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Old 02-23-2008, 11:00 PM
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MissDolittle MissDolittle is offline
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Default U.S. Ends Protections for Wolves in 3 States

Gray wolves, like these, nearing a Bison in Yellowstone National Park, will no longer receive federal protection.

DENVER — The Bush administration on Thursday announced an end to federal protection for gray wolves in Montana, Wyoming and Idaho, concluding that the wolves were reproductively robust enough to survive.

“Wolves are back,” said Lynn Scarlett, the deputy secretary of the Department of the Interior, in a telephone conference call with reporters. “Gray wolves in the northern Rocky Mountains are thriving and no longer need protection.”

A coalition of wildlife and environmental groups dismissed the government’s claims and announced plans for a lawsuit to reverse the decision, which is to take effect next month.

Advocates for the animals said there were too few wolves to make a genetically sound population, and that state plans to manage wolf populations were underfinanced and fueled by a long-simmering animosity against wolves that could drive them back to threatened status.

“The numbers are inadequate and the state programs are, too,” said Louisa Willcox, a senior wildlife advocate at the Natural Resources Defense Council, a conservation group that is participating in the planned lawsuit.

From a base population of 66 wolves introduced into Yellowstone National Park and central Idaho in the mid-1990s, there are now nearly 1,300, with an additional 230 or so in Montana that have drifted down from Canada. State management plans allow for wolf hunting, or outright eradication in some places — including most of Wyoming — with a target population of 150 in each of the three states.

Biologists cited by the environmental and wildlife groups say that target population is too small, and suggest instead that 2,000 to 3,000 animals are the minimum needed.

Gray wolves were first protected in 1974, one of the first animals to be covered by the Endangered Species Act, which was passed a year earlier. But it turned out there were none left to protect across most of the West. That led to the idea of reintroduction, which began in 1995.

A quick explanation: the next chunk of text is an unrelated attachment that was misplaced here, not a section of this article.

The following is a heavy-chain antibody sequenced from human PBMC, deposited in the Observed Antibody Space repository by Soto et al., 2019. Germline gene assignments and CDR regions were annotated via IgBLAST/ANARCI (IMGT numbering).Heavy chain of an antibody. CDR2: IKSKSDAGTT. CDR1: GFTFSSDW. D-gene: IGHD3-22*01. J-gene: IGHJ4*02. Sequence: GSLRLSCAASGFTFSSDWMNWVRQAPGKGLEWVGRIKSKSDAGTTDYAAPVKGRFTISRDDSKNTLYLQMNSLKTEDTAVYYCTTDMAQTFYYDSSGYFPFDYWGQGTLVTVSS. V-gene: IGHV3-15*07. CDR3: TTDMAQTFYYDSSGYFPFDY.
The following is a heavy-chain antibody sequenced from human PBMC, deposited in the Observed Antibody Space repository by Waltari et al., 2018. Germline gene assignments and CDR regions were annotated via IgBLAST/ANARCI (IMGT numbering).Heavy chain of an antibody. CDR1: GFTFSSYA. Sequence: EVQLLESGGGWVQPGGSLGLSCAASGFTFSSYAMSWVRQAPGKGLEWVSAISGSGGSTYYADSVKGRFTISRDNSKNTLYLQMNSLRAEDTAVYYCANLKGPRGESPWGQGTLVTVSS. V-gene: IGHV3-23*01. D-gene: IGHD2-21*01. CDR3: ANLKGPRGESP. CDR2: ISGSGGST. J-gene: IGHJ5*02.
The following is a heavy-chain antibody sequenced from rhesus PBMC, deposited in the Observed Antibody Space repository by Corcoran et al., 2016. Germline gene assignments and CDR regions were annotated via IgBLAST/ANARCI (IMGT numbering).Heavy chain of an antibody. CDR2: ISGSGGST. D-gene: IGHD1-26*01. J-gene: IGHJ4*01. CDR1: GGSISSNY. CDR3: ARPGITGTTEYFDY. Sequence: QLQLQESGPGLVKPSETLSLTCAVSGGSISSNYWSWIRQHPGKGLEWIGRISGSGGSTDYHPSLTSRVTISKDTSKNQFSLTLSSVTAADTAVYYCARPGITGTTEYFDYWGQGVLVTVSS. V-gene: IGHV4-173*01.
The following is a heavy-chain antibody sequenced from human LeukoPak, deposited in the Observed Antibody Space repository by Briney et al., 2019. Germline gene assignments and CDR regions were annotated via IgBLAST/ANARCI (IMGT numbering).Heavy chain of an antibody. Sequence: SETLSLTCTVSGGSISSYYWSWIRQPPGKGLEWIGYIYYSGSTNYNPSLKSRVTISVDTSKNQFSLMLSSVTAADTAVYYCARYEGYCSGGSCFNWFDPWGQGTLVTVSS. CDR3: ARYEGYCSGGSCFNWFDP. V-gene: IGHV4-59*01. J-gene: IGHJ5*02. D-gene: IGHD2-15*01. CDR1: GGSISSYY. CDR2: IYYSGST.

“We’re not at recovery yet,” said Doug Honnold, the managing attorney at the Northern Rockies office of Earthjustice, a nonprofit legal group based in Oakland, Calif. “We’re in the neighborhood, we’re close, but we’re not there.”

Removing federal protections now, Mr. Honnold said, would violate the language of the Endangered Species Act that requires decision makers to use the best possible science in determining a viable target population.

Federal officials said their science was sound.

“Wolves are resilient, and their social structure is resilient,” said Ed Bangs, the gray wolf recovery coordinator for the federal Fish and Wildlife Service. Mr. Bangs said that even with federal protections in place almost one in four wolves die each year, either naturally or from human action, and yet the population has still been rising at a rate of about 24 percent a year.

The director of the Fish and Wildlife Service, H. Dale Hall, said that if the population dipped below the state’s pledged management levels, federal monitoring would be extended and other options explored as well, including a restoration of protection.

Environmentalists said those provisions were too vague to affect what the states do in the next few crucial months.

But people’s perceptions of wolves are also changing. Wealthy second-home owners, recreation enthusiasts and retirees began moving into the corridor of communities around Yellowstone about the same time as the wolves did.

Even in Wyoming, which has the harshest measures in place for controlling wolves, a majority of residents who spoke up during a public comment period on the state’s plan opposed it, according to an analysis by the Wyoming Department of Game and Fish.
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